Tricks of the Trade

Justice N. Anand Venkatesh on the Structuring of Pleadings – Part II

By | July 18th, 2020|Adjudication and Judicial Process, Civil Procedure, Guest Speaker Series, Litigation Practice, Tricks of the Trade, Young Lawyers|

Editor’s Note: This post (the second part of a two-part series) is a transcript of a webinar conducted by Justice N. Anand Venkatesh of the Madras High Court on the Structuring of Pleadings under the Civil Procedure Code. The webinar is a part of the Nyaya Forum for Courtroom Lawyering’s Webinar Series on Practical Skills [...]

Justice N. Anand Venkatesh on the Structuring of Pleadings – Part I

By | July 18th, 2020|Adjudication and Judicial Process, Civil Procedure, Guest Speaker Series, Litigation Practice, Tricks of the Trade, Young Lawyers|

Editor’s Note: This post (the first part of a two-part series) is a transcript of a webinar conducted by Justice N. Anand Venkatesh of the Madras High Court on the Structuring of Pleadings under the Civil Procedure Code. The webinar is a part of the Nyaya Forum for Courtroom Lawyering’s Webinar Series on Practical Skills [...]

The End of Banter

By | May 26th, 2020|Adjudication and Judicial Process, Litigation Practice, Success in Litigation, Tricks of the Trade|

Editor's Note: In this article, Swathi Sukumar analyses how the profession of litigation is likely to undergo massive changes as we move into the world of remote adjudication. In my first month of practice, after a hotly contested matter, I was told that I should be less fidgety, because the court can sense anxiety and [...]

Litigating away to an Island of Independence – an Illusion? (I of II)

By | April 20th, 2019|Bar Associations, Bar Council of India Rules, Litigation Practice, Success in Litigation, Tricks of the Trade, Young Lawyers|

In a two-part series, Abhijeet Singh Rawaley* writes about and tests the validity of the tag of independence that is often ascribed to a career in litigation. In this first part, he looks at the intra-profession influences on any practitioner. The second piece in this series will cover the extraneous influences that  litigators face in [...]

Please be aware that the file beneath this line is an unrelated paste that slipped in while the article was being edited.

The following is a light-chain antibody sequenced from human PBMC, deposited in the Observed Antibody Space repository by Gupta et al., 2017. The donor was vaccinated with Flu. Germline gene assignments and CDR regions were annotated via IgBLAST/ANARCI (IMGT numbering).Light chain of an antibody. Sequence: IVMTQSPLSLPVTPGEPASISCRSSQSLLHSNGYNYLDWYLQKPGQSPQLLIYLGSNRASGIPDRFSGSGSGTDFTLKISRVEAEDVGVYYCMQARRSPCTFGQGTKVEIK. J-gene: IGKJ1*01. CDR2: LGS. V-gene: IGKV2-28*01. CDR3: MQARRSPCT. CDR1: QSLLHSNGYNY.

Towards Truth as the Only Goal (II of III)

By | April 13th, 2019|Adjudication and Judicial Process, Criminal Law, Evidence Law, Success in Litigation, Tricks of the Trade|

In the second part of his three-part series on truth as the normative goal of judicial process, Justice K. Kannan looks at two tools used in a trial to arrive at the truth – the casting of the burden of proof and cross-examination. He comments on the efficacy of raising certain presumptions in the trial [...]

Towards Truth as the Only Goal (I of III)

By | September 26th, 2018|Adjudication and Judicial Process, Criminal Law, Evidence Law, Judicial Ethics, Philosophising Litigation, Professional Ethics, Proving Cases, Tricks of the Trade|

This is the first part of Justice K. Kannan's three-part series 'Towards Truth as the Only Goal'. In a set of three articles, he shall analyse the function of the judicial process of arriving at the normative goal of truth. In this first article, he argues that while essentially all litigations are always exercises to [...]

Expectations of the Bench from Young Advocates

By | September 18th, 2018|Judicial Ethics, Professional Ethics, Success in Litigation, Supreme Court of India, Tricks of the Trade, Young Lawyers|

In this interesting article, Justice Ruma Pal, a former judge of the Supreme Court of India, offers an insider's perspective on tricks of courtroom lawyering. She takes the readers through the necessary ingredients which make up a ‘legally successful lawyer’ as distinguishable from a ‘successful lawyer’. The didactic article is addressed to young lawyers in a [...]